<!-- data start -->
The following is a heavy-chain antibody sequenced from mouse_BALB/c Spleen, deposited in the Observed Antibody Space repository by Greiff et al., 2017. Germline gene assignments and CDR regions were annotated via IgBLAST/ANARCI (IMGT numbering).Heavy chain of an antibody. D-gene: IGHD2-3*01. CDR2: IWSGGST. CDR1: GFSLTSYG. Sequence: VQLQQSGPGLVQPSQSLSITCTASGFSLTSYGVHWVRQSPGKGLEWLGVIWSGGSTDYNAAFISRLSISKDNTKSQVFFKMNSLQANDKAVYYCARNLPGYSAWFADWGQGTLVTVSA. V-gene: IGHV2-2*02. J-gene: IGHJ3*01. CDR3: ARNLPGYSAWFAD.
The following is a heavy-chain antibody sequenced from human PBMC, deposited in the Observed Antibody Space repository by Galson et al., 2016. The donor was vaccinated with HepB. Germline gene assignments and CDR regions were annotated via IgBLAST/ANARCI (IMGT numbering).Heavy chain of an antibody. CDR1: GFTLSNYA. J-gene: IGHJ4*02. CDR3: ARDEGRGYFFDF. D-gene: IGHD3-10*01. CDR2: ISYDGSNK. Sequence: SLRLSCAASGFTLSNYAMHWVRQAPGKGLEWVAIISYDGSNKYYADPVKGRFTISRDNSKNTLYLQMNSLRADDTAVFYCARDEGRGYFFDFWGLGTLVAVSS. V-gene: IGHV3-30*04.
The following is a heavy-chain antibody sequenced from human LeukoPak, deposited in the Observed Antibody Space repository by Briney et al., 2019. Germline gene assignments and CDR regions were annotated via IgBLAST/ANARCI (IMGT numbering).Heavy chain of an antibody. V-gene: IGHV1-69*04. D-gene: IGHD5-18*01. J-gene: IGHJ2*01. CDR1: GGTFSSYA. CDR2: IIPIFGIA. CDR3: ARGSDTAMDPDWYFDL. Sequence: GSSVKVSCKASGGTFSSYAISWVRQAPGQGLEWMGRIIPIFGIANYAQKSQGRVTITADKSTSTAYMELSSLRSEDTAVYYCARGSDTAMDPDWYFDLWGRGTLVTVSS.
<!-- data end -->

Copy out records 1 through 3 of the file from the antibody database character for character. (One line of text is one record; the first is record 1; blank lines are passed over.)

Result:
The following is a heavy-chain antibody sequenced from mouse_BALB/c Spleen, deposited in the Observed Antibody Space repository by Greiff et al., 2017. Germline gene assignments and CDR regions were annotated via IgBLAST/ANARCI (IMGT numbering).Heavy chain of an antibody. D-gene: IGHD2-3*01. CDR2: IWSGGST. CDR1: GFSLTSYG. Sequence: VQLQQSGPGLVQPSQSLSITCTASGFSLTSYGVHWVRQSPGKGLEWLGVIWSGGSTDYNAAFISRLSISKDNTKSQVFFKMNSLQANDKAVYYCARNLPGYSAWFADWGQGTLVTVSA. V-gene: IGHV2-2*02. J-gene: IGHJ3*01. CDR3: ARNLPGYSAWFAD.
The following is a heavy-chain antibody sequenced from human PBMC, deposited in the Observed Antibody Space repository by Galson et al., 2016. The donor was vaccinated with HepB. Germline gene assignments and CDR regions were annotated via IgBLAST/ANARCI (IMGT numbering).Heavy chain of an antibody. CDR1: GFTLSNYA. J-gene: IGHJ4*02. CDR3: ARDEGRGYFFDF. D-gene: IGHD3-10*01. CDR2: ISYDGSNK. Sequence: SLRLSCAASGFTLSNYAMHWVRQAPGKGLEWVAIISYDGSNKYYADPVKGRFTISRDNSKNTLYLQMNSLRADDTAVFYCARDEGRGYFFDFWGLGTLVAVSS. V-gene: IGHV3-30*04.
The following is a heavy-chain antibody sequenced from human LeukoPak, deposited in the Observed Antibody Space repository by Briney et al., 2019. Germline gene assignments and CDR regions were annotated via IgBLAST/ANARCI (IMGT numbering).Heavy chain of an antibody. V-gene: IGHV1-69*04. D-gene: IGHD5-18*01. J-gene: IGHJ2*01. CDR1: GGTFSSYA. CDR2: IIPIFGIA. CDR3: ARGSDTAMDPDWYFDL. Sequence: GSSVKVSCKASGGTFSSYAISWVRQAPGQGLEWMGRIIPIFGIANYAQKSQGRVTITADKSTSTAYMELSSLRSEDTAVYYCARGSDTAMDPDWYFDLWGRGTLVTVSS.